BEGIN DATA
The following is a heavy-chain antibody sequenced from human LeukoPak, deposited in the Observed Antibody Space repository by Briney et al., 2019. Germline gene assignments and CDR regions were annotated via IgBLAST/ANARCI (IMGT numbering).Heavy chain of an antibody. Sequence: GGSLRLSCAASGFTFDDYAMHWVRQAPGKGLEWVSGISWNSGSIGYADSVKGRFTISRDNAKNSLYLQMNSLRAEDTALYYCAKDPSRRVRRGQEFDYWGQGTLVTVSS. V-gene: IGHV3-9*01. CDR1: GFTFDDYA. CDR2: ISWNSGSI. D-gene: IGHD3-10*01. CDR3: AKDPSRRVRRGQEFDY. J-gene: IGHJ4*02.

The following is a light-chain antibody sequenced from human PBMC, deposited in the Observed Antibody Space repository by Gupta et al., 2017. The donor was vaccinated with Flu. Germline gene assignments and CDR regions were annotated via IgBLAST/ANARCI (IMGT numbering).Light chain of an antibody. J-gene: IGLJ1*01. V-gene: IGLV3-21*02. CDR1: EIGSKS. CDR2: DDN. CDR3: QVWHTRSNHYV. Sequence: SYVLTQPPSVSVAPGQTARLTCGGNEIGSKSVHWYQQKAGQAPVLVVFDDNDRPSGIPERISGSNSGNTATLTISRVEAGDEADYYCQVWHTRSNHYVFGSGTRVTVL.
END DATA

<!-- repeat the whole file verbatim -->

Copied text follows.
The following is a heavy-chain antibody sequenced from human LeukoPak, deposited in the Observed Antibody Space repository by Briney et al., 2019. Germline gene assignments and CDR regions were annotated via IgBLAST/ANARCI (IMGT numbering).Heavy chain of an antibody. Sequence: GGSLRLSCAASGFTFDDYAMHWVRQAPGKGLEWVSGISWNSGSIGYADSVKGRFTISRDNAKNSLYLQMNSLRAEDTALYYCAKDPSRRVRRGQEFDYWGQGTLVTVSS. V-gene: IGHV3-9*01. CDR1: GFTFDDYA. CDR2: ISWNSGSI. D-gene: IGHD3-10*01. CDR3: AKDPSRRVRRGQEFDY. J-gene: IGHJ4*02.

The following is a light-chain antibody sequenced from human PBMC, deposited in the Observed Antibody Space repository by Gupta et al., 2017. The donor was vaccinated with Flu. Germline gene assignments and CDR regions were annotated via IgBLAST/ANARCI (IMGT numbering).Light chain of an antibody. J-gene: IGLJ1*01. V-gene: IGLV3-21*02. CDR1: EIGSKS. CDR2: DDN. CDR3: QVWHTRSNHYV. Sequence: SYVLTQPPSVSVAPGQTARLTCGGNEIGSKSVHWYQQKAGQAPVLVVFDDNDRPSGIPERISGSNSGNTATLTISRVEAGDEADYYCQVWHTRSNHYVFGSGTRVTVL.